The growth of IUPUI was viewed with suspicion by some Bloomington and West Lafayette faculty members and administrators, who long attempted to limit the number and focus of degrees offered by the urban university. Graduate degrees were initially restricted to medically related disciplines as part of the Medical Center. Nonetheless, owing to tenacious efforts by IUPUI faculty and leadership, many non-medical graduate programs, especially PhD programs, developed in IUPUI schools, the first being in the Psychology Department in the Purdue School of Science. As a result of the development of research programs, IUPUI researchers bring in hundreds of millions of research dollars annually from government and private funders, surpassing the West Lafayette and Bloomington campuses.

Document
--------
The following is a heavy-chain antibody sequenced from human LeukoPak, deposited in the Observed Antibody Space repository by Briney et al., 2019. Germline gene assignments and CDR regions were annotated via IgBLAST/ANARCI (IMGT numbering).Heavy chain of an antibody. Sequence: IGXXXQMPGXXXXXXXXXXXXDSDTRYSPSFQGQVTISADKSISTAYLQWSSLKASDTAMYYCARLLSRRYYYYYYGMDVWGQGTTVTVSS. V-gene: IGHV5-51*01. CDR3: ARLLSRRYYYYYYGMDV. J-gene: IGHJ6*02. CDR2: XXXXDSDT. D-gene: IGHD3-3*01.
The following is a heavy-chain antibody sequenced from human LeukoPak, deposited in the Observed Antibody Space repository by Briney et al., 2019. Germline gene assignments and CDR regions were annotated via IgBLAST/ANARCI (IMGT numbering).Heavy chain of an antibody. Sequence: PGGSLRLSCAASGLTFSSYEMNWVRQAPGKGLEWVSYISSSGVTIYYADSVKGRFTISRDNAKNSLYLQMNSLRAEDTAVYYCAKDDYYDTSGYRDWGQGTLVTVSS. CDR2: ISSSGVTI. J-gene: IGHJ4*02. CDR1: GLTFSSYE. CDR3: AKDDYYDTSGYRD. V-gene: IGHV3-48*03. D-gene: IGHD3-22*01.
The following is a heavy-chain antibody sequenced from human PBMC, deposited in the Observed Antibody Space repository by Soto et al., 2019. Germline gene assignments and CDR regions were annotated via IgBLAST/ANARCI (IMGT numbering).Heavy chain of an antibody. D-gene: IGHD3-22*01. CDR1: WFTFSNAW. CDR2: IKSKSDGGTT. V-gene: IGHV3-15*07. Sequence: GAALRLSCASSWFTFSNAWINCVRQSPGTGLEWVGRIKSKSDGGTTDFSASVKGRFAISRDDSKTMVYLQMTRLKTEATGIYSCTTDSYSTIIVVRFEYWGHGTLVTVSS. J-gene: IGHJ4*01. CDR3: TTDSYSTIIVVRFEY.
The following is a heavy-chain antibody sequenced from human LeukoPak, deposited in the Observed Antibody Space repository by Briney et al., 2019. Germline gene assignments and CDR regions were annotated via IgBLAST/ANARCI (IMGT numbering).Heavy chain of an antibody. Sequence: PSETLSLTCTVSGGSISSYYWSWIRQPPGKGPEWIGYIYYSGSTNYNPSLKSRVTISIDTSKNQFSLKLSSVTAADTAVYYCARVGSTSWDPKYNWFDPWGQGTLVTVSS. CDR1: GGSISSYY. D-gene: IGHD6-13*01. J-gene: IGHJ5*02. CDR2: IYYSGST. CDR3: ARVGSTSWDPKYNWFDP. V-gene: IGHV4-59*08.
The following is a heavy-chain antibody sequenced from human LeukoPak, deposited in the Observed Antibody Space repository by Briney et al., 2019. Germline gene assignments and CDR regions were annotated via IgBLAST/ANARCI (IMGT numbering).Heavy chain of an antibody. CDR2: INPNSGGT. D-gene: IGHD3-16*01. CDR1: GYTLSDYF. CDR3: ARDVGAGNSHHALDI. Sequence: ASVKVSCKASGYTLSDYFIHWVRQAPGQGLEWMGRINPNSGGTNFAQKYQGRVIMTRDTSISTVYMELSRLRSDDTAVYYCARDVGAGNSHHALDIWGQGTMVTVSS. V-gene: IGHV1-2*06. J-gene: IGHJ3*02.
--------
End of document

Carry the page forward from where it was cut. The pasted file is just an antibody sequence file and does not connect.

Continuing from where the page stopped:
In 1997, IUPUI consolidated its leadership as the center for medical education, research, and clinical care in the state by merging its School of Medicine hospitals within Indianapolis to create Clarian Health, later renamed . With hospitals and clinics all around Indiana, IU Health is one of the largest medical networks in the United States.
Since the 1969 merger, IUPUI has had a major economic and social impact on the city, as most of its over 200,000 graduates remain in Indianapolis and the state, and their presence has transformed and enriched the community in manifold ways. It is the third-largest institution of higher education in Indiana with 30,000 students and employs over 8,000 full-time faculty and staff with a $1.6 billion annual budget.